Lastly, at some point, our government and the macro-business community needs to realize that depending on others, particularly China, a devious business partner at best and a self-avowed U.S. foe, is a not only a shortsighted business strategy, but one that has much broader national security implications as well. Again, hearkening back to our WWII lessons, having an ever-ready, flexible, and potent manufacturing infrastructure at hand meant the difference between victory and defeat. That is no less a potential consideration in today’s rapidly deteriorating socio-political world climate.

By focusing on “Made in the USA” we can, first, restore our economic vitality over the next several years. Many of our societal pressures and conditions stem from people not being able to sustain themselves financially. A sound domestic economic underpinning can help alleviate some of those issues and enable us, once again, to be the undisputed beacon of a free world. Our diplomacy and international largess can only come from a sound domestic footing. Go USA!

Make 2014 Your Best Business Year Yet!

“I have never worked a day in my life without selling. If I believe in something, I sell it, and I sell it hard.” – Estee Lauder. What a great quote. Simply put, you need to believe in yourself and your endeavors, and never give up. It’s been the mantra of successful entrepreneurs forever. Have a strategic plan and work it relentlessly. Make 2014 your most successful year. Have a Happy and Prosperous New Year

Small Business Confidence

An August survey by the National Federation of Independent Business (NFIB) indicated a downward bias in small business confidence from the prior month. This survey went on to say that reported earnings continued on a downward path with little opportunity for business owners to reprice their goods or services more favorably given weak demand.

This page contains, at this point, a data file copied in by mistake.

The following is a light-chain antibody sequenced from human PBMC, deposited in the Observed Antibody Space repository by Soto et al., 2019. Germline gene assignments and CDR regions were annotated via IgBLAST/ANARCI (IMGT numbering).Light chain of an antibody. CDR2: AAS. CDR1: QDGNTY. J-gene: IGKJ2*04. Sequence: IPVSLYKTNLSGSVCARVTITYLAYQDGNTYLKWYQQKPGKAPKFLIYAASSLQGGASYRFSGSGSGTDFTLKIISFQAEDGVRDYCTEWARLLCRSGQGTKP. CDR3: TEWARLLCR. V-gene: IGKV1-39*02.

August is traditionally a vacation-laden month so it’s not necessarily a bellwether indicator for the remainder of the year. It does reinforce the constant necessity of performing a sales result analysis. This review should tell you who your customers are, why they’re buying from you and not your competitors, and what marketing or outreach vehicles are driving them to you. You can then focus your resources on those channels that are creating these sales. Whether tepid demand or more competition are underlying root causes, the business that gets its message out most effectively will be a sales winner.

The 4th Quarter Is When You Can Win This Year’s Business Game

Labor Day’s just passed and the the 4th quarter for 2013, like this year’s football season, is upon us. Has your YTD competitve standing improved, declined, or stayed the same? Are you hitting your business plan targets? It’s fairly easy to assess: have your number of customers and sales revenues held steady or increased? Are you driving toward a bottom-line win? If your business results are up, stay the course. Do your fine tuning where it’s needed, but your focus should mainly be on executing those key strategies that are already working and will have the biggest impact on full year results.

If results don’t measure up, carefully, but quickly, determine why and where you need improvement. What can you realistically do better or different. The good news is the traditionally robust 4th quarter is when business activity is greatest for most every industry. So you have the opportunity to get back to your goals if you make the appropriate operating corrections and can drive more business to your door. Presumably, your central strategies are still in order and you largely need tactical adjustments. Now is not the time to be defensive about how you’re right and the market is wrong. It’s great to be your company’s biggest cheerleader, but you will benefit more by being your toughest critic. As former Oakland Raider football coach and owner Al Davis famously said “Just win, baby!”. You have the time you need to make 2013 a winning year by having a strong 4th quarter playbook.